Email Print Share

"Flat Lensing" -- The Discovery Files

The Discovery Files
Audio Play Audio
The Discovery Files podcast is available through iTunes or you can add the RSS feed to your podcast receiver. You can also access the series via AudioNow® by calling 641-552-8180 on any telephone.


How thin can a camera be? Very, say Rice University researchers who have developed patented prototypes of their technological breakthrough. FlatCam, invented by the Rice labs of electrical and computer engineers, is little more than a thin sensor chip with a mask that replaces lenses in a traditional camera.

Credit: NSF/Karson Productions

Audio Transcript:

Flat is where it's at.

I'm Bob Karson with the Discovery Files from the National Science Foundation.

No lenses.  Thinner than a dime.  Flexible and cheap to make.  Computer engineers at Rice University have produced a patented prototype of a camera that is basically no more than a sensor chip with a mask that replaces traditional lenses.  As cameras have gotten smaller, their light sensors have shrunk as well.  Less surface area equals less light collected.  But the ultra-thin "flatcam" sensor collects light on par with its larger, thicker cousins.

Flatcams could be foldable, wearable, disposable.  Imagine a camera on your credit card, or wallpaper that's a camera. Small as they are, they are still lenses in our smartphone cameras. That raises the price.  Flatcam technology can be fabricated with the precision and speed of microchips and their low cost. 

Flatcam shares its heritage with lens-less pinhole cameras, but instead of a single hole, it features a mask of many apertures.  Each aperture allows a different set of light data to reach the sensor--data sophisticated computer algorithms then convert to images and videos. 

We could see flatcams used for everything from security to disaster relief.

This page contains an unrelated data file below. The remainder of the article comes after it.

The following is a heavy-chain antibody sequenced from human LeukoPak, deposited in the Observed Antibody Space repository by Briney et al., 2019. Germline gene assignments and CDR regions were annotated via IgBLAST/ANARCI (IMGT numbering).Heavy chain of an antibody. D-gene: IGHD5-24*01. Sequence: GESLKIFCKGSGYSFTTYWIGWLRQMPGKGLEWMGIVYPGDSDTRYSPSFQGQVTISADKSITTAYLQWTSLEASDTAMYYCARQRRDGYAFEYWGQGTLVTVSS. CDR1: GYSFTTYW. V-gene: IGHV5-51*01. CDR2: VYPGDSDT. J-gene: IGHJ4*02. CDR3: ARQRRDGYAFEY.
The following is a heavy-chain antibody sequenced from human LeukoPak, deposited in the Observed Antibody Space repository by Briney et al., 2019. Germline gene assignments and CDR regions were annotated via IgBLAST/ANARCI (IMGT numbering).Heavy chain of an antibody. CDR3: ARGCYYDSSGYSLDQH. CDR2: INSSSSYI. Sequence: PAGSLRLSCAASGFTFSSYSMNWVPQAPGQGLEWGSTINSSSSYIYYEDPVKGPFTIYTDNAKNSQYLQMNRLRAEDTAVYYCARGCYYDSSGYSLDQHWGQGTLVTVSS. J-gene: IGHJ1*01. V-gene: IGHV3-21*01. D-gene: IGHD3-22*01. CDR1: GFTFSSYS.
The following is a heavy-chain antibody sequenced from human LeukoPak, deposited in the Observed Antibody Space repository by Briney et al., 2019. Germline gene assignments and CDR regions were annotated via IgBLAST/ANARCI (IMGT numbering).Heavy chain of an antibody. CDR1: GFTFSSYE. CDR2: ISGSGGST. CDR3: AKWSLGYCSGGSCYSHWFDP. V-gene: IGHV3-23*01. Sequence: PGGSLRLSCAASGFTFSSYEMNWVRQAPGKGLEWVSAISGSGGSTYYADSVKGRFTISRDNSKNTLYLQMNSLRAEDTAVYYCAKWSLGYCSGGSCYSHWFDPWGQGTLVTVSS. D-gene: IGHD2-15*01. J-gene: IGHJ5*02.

In the world of flat, soda, tires, and singing--bad.

Flat cameras--good.

"The Discovery Files" covers projects funded by the government's National Science Foundation.  Learn more at nsf.gov.

 
General Restrictions:
Images and other media in the National Science Foundation Multimedia Gallery are available for use in print and electronic material by NSF employees, members of the media, university staff, teachers and the general public. All media in the gallery are intended for personal, educational and nonprofit/non-commercial use only.

Images credited to the National Science Foundation, a federal agency, are in the public domain. The images were created by employees of the United States Government as part of their official duties or prepared by contractors as "works for hire" for NSF. You may freely use NSF-credited images and, at your discretion, credit NSF with a "Courtesy: National Science Foundation" notation. Additional information about general usage can be found in Conditions.

Also Available:
Download the high-resolution JPG version of the image. (66.6 KB)

Use your mouse to right-click (Mac users may need to Ctrl-click) the link above and choose the option that will save the file or target to your computer.

MP3 icon
NSF podcasts are in mp3 format for easy download to desktop and laptops, as well as mobile devices capable of playing them.